The worthy monk was so confounded with this parable that he could not find words to reply. To cheer him up a little, I said to him, in a mild tone: “But after all, my dear father, what made you think of giving the name of sufficient to a grace which you say it is a point of faith to believe is, in fact, insufficient?” “It is very easy for you to talk about it,” said he. “You are an independent and private man; I am a monk and in a community — cannot you estimate the difference between the two cases? We depend on superiors; they depend on others. They have promised our votes — what would you have to become of me?” We understood the hint; and this brought to our recollection the case of his brother monk, who, for a similar piece of indiscretion, has been exiled to Abbeville.
“But,” I resumed, “how comes it about that your community is bound to admit this grace?” “That is another question,” he replied. “All that I can tell you is, in one word, that our order has defended, to the utmost of its ability, the doctrine of St. Thomas on efficacious grace. With what ardor did it oppose, from the very commencement, the doctrine of Molina? How did it labor to establish the necessity of the efficacious grace of Jesus Christ? Don’t you know what happened under Clement VIII and Paul V, and how, the former having been prevented by death, and the latter hindered by some Italian affairs from publishing his bull, our arms still sleep in the Vatican? But the Jesuits, availing themselves, since the introduction of the heresy of Luther and Calvin, of the scanty light which the people possess for discriminating between the error of these men and the truth of the doctrine of St. Thomas, disseminated their principles with such rapidity and success that they became, ere long, masters of the popular belief; while we, on our part, found ourselves in the predicament of being denounced as Calvinists and treated as the Jansenists are at present, unless we qualified the efficacious grace with, at least, the apparent avowal of a sufficient. In this extremity, what better course could we have taken for saving the truth, without losing our own credit, than by admitting the name of sufficient grace, while we denied that it was such in effect? Such is the real history of the case.”
This was spoken in such a melancholy tone that I really began to pity the man; not so, however, my companion. “Flatter not yourselves,” said he to the monk, “with having saved the truth; had she not found other defenders, in your feeble hands she must have perished. By admitting into the Church the name of her enemy, you have admitted the enemy himself. Names are inseparable from things. If the term sufficient grace be once established, it will be vain for you to protest that you understand by it a grace which is not sufficient. Your protest will be held inadmissible. Your explanation would be scouted as odious in the world, where men speak more ingenuously about matters of infinitely less moment. The Jesuits will gain a triumph — it will be their grace, which is sufficient in fact, and not yours, which is only so in name, that will pass as established; and the converse of your creed will become an article of faith.”
“We will all suffer martyrdom first,” cried the father, “rather than consent to the establishment of sufficient grace in the sense of the Jesuits. St. Thomas, whom we have sworn to follow even to the death, is diametrically opposed to such doctrine.”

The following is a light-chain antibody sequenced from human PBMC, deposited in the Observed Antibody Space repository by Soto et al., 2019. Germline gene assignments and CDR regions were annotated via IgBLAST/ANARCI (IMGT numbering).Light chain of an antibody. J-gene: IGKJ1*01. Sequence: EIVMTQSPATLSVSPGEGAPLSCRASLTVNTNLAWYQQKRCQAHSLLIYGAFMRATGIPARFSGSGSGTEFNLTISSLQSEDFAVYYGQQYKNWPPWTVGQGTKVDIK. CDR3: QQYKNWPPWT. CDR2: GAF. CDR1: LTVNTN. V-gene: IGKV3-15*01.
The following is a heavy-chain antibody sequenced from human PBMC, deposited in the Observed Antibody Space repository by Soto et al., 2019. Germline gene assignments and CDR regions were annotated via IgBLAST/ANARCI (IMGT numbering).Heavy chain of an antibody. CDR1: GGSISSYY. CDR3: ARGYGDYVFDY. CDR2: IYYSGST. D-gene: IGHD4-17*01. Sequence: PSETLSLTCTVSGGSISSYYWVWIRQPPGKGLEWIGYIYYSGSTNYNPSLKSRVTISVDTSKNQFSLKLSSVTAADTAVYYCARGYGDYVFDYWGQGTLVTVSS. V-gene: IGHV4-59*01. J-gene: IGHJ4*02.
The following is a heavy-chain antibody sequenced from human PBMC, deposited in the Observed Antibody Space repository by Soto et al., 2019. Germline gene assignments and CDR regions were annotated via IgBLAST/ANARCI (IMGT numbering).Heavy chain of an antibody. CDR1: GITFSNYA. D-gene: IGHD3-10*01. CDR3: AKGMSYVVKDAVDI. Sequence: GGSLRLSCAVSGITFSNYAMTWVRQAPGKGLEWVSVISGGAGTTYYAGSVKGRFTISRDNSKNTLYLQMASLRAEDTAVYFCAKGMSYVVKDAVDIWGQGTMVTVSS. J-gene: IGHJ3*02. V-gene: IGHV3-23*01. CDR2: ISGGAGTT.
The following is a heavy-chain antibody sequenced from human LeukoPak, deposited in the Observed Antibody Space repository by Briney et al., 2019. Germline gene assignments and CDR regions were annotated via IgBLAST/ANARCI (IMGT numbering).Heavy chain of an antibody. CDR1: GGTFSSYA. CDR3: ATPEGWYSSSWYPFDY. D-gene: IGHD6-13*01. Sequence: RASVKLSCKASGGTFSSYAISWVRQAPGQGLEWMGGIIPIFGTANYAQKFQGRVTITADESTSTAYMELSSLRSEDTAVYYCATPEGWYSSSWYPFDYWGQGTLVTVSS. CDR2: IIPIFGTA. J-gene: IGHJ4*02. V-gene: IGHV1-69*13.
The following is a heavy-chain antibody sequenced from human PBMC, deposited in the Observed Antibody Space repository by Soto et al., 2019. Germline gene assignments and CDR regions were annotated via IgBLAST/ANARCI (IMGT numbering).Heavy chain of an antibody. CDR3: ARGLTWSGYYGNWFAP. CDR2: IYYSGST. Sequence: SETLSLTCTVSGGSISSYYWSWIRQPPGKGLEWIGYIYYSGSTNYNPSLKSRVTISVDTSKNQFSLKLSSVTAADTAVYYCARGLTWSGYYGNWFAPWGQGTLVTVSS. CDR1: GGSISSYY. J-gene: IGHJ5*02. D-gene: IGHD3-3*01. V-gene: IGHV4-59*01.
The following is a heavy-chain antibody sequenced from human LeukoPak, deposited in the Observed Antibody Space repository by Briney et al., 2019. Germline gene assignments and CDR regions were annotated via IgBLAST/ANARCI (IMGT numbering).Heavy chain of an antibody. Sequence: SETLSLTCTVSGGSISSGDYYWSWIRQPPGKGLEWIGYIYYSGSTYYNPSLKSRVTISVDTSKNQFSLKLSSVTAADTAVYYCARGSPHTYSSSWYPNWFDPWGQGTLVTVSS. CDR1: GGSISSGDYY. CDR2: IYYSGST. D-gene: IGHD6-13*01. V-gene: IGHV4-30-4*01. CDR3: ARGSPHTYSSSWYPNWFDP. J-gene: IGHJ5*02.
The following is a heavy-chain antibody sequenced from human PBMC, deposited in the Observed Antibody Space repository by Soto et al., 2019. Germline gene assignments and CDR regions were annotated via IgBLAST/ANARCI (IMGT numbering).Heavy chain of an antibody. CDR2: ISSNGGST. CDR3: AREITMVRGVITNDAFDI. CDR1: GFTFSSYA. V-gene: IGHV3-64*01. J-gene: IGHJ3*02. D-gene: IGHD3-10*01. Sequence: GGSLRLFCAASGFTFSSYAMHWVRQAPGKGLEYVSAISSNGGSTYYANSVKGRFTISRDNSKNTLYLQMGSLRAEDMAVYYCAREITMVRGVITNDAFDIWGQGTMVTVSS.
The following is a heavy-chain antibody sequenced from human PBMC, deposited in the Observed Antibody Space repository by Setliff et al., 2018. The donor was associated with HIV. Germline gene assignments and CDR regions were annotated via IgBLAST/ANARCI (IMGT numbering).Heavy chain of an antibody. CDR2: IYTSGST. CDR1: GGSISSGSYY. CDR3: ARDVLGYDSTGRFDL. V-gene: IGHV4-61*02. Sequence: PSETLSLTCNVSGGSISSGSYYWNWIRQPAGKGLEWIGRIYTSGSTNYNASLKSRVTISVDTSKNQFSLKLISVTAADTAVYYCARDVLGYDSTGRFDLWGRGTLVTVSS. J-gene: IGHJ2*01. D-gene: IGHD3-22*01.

To this my friend, who took up the matter more seriously than I did, replied: “Come now, father, your fraternity has received an honor which it sadly abuses. It abandons that grace which was confided to its care, and which has never been abandoned since the creation of the world. That victorious grace, which was waited for by the patriarchs, predicted by the prophets, introduced by Jesus Christ, preached by St. Paul, explained by St. Augustine, the greatest of the fathers, embraced by his followers, confirmed by St. Bernard, the last of the fathers, supported by St. Thomas, the angel of the schools, transmitted by him to your order, maintained by so many of your fathers, and so nobly defended by your monks under Popes Clement and Paul — that efficacious grace, which had been committed as a sacred deposit into your hands, that it might find, in a sacred and everlasting order, a succession of preachers, who might proclaim it to the end of time — is discarded and deserted for interests the most contemptible. It is high time for other hands to arm in its quarrel. It is time for God to raise up intrepid disciples of the Doctor of grace, who, strangers to the entanglements of the world, will serve God for God’s sake. Grace may not, indeed, number the Dominicans among her champions, but champions she shall never want; for, by her own almighty energy, she creates them for herself. She demands hearts pure and disengaged; nay, she herself purifies and disengages them from worldly interests, incompatible with the truths of the Gospel. Reflect seriously, on this, father; and take care that God does not remove this candlestick from its place, leaving you in darkness and without the crown, as a punishment for the coldness which you manifest to a cause so important to his Church.”
He might have gone on in this strain much longer, for he was kindling as he advanced, but I interrupted him by rising to take my leave and said: “Indeed, my dear father, had I any influence in France, I should have it proclaimed, by sound of trumpet: ‘BE IT KNOWN TO ALL MEN, that when the Jacobins SAY that sufficient grace is given to all, they MEAN that all have not the grace which actually suffices!’ After which, you might say it often as you please, but not otherwise.” And thus ended our visit.
You will perceive, therefore, that we have here a politic sufficiency somewhat similar to proximate power. Meanwhile I may tell you that it appears to me that both the proximate power and this same sufficient grace may be safely doubted by anybody, provided he is not a Jacobin.
I have just come to learn, when closing my letter, that the censure has passed. But as I do not yet know in what terms it is worded, and as it will not be published till the 15th of February, I shall delay writing you about it till the next post. I am, &c.